Most anyone who is the slightest bit interested in “ghost hunting” has heard of Lavinia Fisher and her exploits outside the city of Charleston, SC and at the Old Jail, but in case you haven’t, let me give you a rundown of the “facts” that are given on true crime blogs, ghost hunting shows, haunted location shows, and ghost tours.
It goes something like this:
Lavinia Fisher was America’s first female serial killer and the first woman executed in America (how is that for history making!). She, along with her husband John, were arrested, tried and convicted of mass murder and hung at the Old Charleston Jail. Wearing her wedding dress (and a noose), she shouted, “If any of you have a message for the devil, say it now for I shall see him in a moment” and flung herself off the platform before the hangman could perform the duties for which he would be paid in alcohol (good thing it wasn’t tea).
Lavinia and John were innkeepers who drugged their patrons with a special tea (rumored to be oleander) and secreted them down into their cellar via hidden trapdoors in the bedrooms to murder them (the number of victims varies). One man, John Peebles (or Peoples), a weary traveler looking for a bed for the night, was almost a victim.
After sharing a late dinner with the Fishers, Mr Peebles retired to his room and a short time later Lavinia brought him some of her “special” tea to help him sleep. He did not like tea, but he probably did not want to offend his host so he dumped it out of the window when she was not looking (She was probably trying to make sure the bed was in the proper position for her nefarious plan). Mr. Peebles was concerned about personal questions the Fishers had asked during dinner and it occurred to him that he might have said too much and they might attempt to rob him, so instead of going to bed he decided to wait out the night sitting in a chair. A little while later, he was stunned to see his bed disappear (and the tea cannot be blamed). Mr. Peebles escaped out the same window and ran to the police to make a report (we have no record if he was tea stained or not). The sheriff hastened to the inn and during the investigation he found a cellar with hidden tunnels full personal belongings from those that had been reported missing and approximately 100 skeletons.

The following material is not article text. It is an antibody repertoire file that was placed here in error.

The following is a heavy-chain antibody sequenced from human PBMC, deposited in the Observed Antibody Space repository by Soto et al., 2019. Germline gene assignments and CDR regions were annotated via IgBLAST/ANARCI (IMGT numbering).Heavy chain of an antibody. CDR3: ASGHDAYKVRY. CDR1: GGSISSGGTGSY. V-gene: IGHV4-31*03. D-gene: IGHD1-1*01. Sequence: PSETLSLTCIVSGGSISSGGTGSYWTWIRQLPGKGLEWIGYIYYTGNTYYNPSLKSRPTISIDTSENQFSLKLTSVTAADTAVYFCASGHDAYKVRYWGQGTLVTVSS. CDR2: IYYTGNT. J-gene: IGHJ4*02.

They were tried in May of 1819 and convicted of murder and sentenced to hang. They were housed in the jail until they were hung in February of 1820 and they were buried in the Unitarian Church Cemetery in Charleston.
Maybe she isn’t as ‘at rest’ as she should be? It is reported that Lavina is one nasty spirit that not only haunts the Old Charleston Jail, but attacks people as well.
I think we can agree this is basically the story most of you are familiar with can’t we?
What would you say if I told you that there are only 3 facts in that tale that are actually true? Will you call me a paranormal blasphemer or will you save handing down a judgment that is just as unfair as the one passed on Lavinia and hear me out? Yes? If you are interested in reading about the real history be sure to pick up a copy of “Paranormal Fakelore, Nevermore: The Real Histories of Haunted Locations”
I will be at old city jail Sun. Oct. 5th 12pm. I will be asking Lavinia to comment on her side of the story. Your details will be held in high regard and used for reference. I am convinced I will get some of the best evp’s or disembodied voices.
Hi Bryan, I can’t wait to hear how it goes!!!